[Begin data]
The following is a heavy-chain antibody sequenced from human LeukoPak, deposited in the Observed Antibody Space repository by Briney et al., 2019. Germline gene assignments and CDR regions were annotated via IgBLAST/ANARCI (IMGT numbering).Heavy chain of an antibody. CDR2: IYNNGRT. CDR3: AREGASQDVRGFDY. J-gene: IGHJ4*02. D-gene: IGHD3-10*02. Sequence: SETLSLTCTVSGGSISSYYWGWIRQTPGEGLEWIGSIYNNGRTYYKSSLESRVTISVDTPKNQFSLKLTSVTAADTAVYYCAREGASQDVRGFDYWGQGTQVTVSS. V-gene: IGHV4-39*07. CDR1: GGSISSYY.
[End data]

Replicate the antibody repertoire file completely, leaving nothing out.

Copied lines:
The following is a heavy-chain antibody sequenced from human LeukoPak, deposited in the Observed Antibody Space repository by Briney et al., 2019. Germline gene assignments and CDR regions were annotated via IgBLAST/ANARCI (IMGT numbering).Heavy chain of an antibody. CDR2: IYNNGRT. CDR3: AREGASQDVRGFDY. J-gene: IGHJ4*02. D-gene: IGHD3-10*02. Sequence: SETLSLTCTVSGGSISSYYWGWIRQTPGEGLEWIGSIYNNGRTYYKSSLESRVTISVDTPKNQFSLKLTSVTAADTAVYYCAREGASQDVRGFDYWGQGTQVTVSS. V-gene: IGHV4-39*07. CDR1: GGSISSYY.